Collectively, too, the opposition movement in Majdal Shams met with intense repression, leading to the first violent confrontation between dissidents and loyalists on 23 December, 2011. Regime supporters could no longer stand the ongoing Friday demonstrations in the town’s Martyrs Square, and obstructed their march from that square to the central Sultan Pasha al-Atrash Square. They chanted “God, Syria, Bashar, and nothing else!” while the demonstrators replied, “The people want to overthrow the regime!” This was met with, “You traitors, you cowards, you’ve sold the country for dollars,” to which the revolutionaries responded, “Freedom, freedom, freedom.”

The below video documents the events of that day, showing clearly the divisions outlined above in terms of the general characteristics of the opposition and pro-regime blocs:

 

 

Since that day in late 2011, the communal rift in Majdal Shams has only widened further, as has the repression of the pro-revolutionary movement and its activists through demonization, accusations of treason, death threats, and the writing of security reports for Syrian regime intelligence. This last act may seem bizarre; why would a resident of the occupied Golan fear the Syrian regime’s security? There are several reasons, in fact, the most important being the ongoing tragedy of separated families. The regime uses members of our families residing in Syria to silence and terrorize us. Many Golan activists opposed to the regime have suffered the arrest and torture of their relatives living in regime-controlled areas.

The violence persisted until the protest movement was broken, following several repeated and severe assaults. In 2013, the demonstrators withdrew from the public squares of Majdal Shams, in parallel with the general frustration and decline of the peaceful movement in Syria as a whole. Regime loyalists, supported by the clergy, took over the political space.

Thereafter, the effects of this communal divide have been felt at all levels and social structures in the Golan, nearly destroying the anti-occupation movement, having paralyzed its independent cultural and political activity that had been ongoing for several years.11 This gave Israel the opportunity to try to fill the vacuum, and exploit the tragedy and massacres in Syria to present itself as the “sole democracy in the Middle East,” targeting the younger generation with this discourse. It began introducing “civil service” schemes that paved the way for military service in the occupation army, and other initiatives coating normalization with a “cultural” cover, taking advantage of the cultural stasis arising from inactive national institutions to try and complete what it wasn’t able to in 1982.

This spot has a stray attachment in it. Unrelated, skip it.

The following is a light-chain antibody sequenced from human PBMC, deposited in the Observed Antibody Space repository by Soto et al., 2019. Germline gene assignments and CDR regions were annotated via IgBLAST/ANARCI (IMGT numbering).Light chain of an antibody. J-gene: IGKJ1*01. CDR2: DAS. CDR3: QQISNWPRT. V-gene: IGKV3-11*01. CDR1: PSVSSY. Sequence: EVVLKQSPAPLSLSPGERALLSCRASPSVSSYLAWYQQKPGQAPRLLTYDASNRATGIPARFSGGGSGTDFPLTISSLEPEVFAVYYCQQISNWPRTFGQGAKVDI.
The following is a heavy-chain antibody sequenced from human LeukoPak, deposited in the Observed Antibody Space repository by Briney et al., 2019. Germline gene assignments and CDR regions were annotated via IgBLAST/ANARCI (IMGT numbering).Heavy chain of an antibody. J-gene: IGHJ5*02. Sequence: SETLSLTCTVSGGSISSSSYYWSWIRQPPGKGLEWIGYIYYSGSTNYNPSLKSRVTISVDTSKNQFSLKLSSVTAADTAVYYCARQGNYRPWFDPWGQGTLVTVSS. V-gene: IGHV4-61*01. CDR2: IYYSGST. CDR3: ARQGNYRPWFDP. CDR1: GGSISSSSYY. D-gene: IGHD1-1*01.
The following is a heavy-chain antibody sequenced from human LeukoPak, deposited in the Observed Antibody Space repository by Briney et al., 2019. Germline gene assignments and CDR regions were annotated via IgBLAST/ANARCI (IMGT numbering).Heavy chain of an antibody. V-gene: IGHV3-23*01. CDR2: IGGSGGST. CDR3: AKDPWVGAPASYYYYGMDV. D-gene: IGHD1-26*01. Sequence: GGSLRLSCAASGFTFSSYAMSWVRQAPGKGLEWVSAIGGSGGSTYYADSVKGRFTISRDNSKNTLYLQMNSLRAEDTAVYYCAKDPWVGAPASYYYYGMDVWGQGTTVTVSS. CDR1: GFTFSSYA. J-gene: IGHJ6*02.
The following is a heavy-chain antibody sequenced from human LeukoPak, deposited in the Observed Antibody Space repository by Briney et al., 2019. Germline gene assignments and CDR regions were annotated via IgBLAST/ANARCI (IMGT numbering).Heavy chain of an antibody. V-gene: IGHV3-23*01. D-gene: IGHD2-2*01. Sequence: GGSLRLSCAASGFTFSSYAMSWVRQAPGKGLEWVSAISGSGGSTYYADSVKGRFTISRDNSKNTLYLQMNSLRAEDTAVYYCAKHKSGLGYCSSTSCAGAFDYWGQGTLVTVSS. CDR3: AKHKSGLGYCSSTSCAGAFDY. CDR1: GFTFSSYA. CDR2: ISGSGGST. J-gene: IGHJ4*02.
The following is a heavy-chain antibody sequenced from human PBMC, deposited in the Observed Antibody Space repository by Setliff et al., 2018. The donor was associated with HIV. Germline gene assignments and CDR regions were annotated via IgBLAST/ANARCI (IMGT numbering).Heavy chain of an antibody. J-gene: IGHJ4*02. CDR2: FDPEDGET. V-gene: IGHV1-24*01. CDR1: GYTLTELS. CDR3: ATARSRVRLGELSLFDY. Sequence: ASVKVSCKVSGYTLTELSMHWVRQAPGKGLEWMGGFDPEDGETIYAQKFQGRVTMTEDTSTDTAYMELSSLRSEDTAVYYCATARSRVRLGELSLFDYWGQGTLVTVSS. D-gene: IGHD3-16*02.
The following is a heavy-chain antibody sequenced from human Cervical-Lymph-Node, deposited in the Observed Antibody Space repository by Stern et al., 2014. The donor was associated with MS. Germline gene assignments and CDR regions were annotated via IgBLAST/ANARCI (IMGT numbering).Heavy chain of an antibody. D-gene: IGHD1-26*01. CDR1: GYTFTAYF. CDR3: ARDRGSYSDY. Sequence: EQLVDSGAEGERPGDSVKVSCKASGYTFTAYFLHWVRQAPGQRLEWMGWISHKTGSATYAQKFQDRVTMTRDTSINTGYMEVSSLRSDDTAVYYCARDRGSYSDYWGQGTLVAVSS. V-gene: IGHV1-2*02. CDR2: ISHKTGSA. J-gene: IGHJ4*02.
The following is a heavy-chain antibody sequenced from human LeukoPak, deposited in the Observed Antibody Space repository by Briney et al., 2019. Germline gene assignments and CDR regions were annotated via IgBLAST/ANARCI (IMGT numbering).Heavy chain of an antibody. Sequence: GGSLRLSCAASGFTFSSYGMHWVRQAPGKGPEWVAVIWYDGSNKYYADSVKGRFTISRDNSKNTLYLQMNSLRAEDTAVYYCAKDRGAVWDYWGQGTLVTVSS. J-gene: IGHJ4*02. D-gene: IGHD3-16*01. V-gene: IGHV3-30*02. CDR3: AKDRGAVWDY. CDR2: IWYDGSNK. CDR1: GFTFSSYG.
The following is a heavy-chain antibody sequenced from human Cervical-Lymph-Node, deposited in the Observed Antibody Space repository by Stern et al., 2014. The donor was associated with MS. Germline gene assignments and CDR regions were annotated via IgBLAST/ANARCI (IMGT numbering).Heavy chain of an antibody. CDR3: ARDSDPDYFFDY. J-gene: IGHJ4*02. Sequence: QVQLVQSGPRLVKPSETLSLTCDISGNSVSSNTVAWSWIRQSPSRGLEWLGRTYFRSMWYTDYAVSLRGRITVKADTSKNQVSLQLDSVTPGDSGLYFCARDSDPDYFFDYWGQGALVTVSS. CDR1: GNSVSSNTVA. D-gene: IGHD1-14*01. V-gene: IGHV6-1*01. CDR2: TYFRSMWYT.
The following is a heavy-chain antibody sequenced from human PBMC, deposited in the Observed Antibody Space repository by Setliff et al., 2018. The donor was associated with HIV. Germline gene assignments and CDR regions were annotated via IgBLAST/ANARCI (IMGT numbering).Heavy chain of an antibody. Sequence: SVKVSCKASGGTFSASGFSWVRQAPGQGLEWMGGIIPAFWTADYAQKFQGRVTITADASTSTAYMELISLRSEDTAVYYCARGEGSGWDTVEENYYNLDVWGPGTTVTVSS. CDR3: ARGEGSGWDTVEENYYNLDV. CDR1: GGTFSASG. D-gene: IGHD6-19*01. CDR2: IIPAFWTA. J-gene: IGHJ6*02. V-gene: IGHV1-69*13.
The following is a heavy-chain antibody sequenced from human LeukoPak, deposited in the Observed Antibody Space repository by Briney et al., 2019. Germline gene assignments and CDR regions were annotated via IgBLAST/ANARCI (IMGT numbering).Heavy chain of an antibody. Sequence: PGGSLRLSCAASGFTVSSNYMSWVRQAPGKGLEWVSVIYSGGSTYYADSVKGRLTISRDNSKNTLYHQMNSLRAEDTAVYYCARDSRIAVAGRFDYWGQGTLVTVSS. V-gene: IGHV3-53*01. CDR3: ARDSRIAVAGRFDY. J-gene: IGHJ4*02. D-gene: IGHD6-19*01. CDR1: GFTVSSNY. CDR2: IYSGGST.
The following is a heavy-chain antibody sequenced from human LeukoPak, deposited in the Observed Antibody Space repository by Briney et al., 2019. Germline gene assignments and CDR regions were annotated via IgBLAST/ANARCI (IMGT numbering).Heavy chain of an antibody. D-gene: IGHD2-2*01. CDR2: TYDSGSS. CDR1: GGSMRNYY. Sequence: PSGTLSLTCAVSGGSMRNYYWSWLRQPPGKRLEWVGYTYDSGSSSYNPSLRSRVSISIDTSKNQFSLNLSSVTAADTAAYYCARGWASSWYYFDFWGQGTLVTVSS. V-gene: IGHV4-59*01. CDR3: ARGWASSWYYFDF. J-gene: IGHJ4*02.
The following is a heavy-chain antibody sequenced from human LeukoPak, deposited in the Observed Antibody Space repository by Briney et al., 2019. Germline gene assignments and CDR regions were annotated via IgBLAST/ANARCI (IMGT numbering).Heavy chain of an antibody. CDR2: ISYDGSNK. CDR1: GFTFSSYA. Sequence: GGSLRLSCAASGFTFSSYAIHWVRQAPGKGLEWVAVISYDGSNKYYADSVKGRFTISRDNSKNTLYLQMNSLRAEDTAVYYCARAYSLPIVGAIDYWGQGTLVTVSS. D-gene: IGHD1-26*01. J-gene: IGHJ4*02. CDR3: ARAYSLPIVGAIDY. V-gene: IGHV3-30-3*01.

Majdal Shams after the revolution

The Syrian revolution became an “idea” in the Golan’s collective consciousness, even in the minds of those who weren’t activists. The idea is the most radical form any revolution can take. The people of the Golan have experienced the revolution from afar; meaning far from the killing and destruction. Yet they have nonetheless experienced it, and continue to experience it to the fullest, with all its essential ideas and concepts, and what may emerge from them. We need only understand this in order to understand the post-2011 world as lived by the people of the occupied Golan today.

The deeply embedded status of the revolution as an idea and way of life, in addition to the divisions described above, the clerics’ support for the regime, the paralysis of traditional national institutions, the horror of the massacres and bloodshed in the images reaching us every day from the homeland; all these have combined to produce a radical disintegration (or collapse) of centuries-old traditional social structures. The most important of these disintegrating structures and dynamics is the clerical monopoly over public space and social leadership in Majdal Shams.